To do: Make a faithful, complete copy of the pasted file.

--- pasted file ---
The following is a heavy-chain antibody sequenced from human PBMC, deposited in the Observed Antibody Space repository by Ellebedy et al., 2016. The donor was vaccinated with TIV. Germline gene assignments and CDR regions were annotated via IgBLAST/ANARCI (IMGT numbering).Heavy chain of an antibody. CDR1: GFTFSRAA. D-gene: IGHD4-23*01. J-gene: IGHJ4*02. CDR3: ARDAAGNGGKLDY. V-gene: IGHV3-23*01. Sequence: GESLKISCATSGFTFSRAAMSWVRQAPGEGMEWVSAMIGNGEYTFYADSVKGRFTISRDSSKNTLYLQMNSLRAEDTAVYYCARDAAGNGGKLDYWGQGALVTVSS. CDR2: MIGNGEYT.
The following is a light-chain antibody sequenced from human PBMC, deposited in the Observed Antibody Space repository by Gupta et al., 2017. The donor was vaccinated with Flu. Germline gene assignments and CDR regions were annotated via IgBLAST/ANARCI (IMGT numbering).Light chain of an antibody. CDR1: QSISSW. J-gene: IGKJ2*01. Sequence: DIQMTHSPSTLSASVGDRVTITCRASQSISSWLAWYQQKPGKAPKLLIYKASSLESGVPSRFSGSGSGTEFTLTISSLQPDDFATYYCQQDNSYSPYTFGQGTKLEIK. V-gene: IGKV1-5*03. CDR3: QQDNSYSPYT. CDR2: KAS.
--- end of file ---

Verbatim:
The following is a heavy-chain antibody sequenced from human PBMC, deposited in the Observed Antibody Space repository by Ellebedy et al., 2016. The donor was vaccinated with TIV. Germline gene assignments and CDR regions were annotated via IgBLAST/ANARCI (IMGT numbering).Heavy chain of an antibody. CDR1: GFTFSRAA. D-gene: IGHD4-23*01. J-gene: IGHJ4*02. CDR3: ARDAAGNGGKLDY. V-gene: IGHV3-23*01. Sequence: GESLKISCATSGFTFSRAAMSWVRQAPGEGMEWVSAMIGNGEYTFYADSVKGRFTISRDSSKNTLYLQMNSLRAEDTAVYYCARDAAGNGGKLDYWGQGALVTVSS. CDR2: MIGNGEYT.
The following is a light-chain antibody sequenced from human PBMC, deposited in the Observed Antibody Space repository by Gupta et al., 2017. The donor was vaccinated with Flu. Germline gene assignments and CDR regions were annotated via IgBLAST/ANARCI (IMGT numbering).Light chain of an antibody. CDR1: QSISSW. J-gene: IGKJ2*01. Sequence: DIQMTHSPSTLSASVGDRVTITCRASQSISSWLAWYQQKPGKAPKLLIYKASSLESGVPSRFSGSGSGTEFTLTISSLQPDDFATYYCQQDNSYSPYTFGQGTKLEIK. V-gene: IGKV1-5*03. CDR3: QQDNSYSPYT. CDR2: KAS.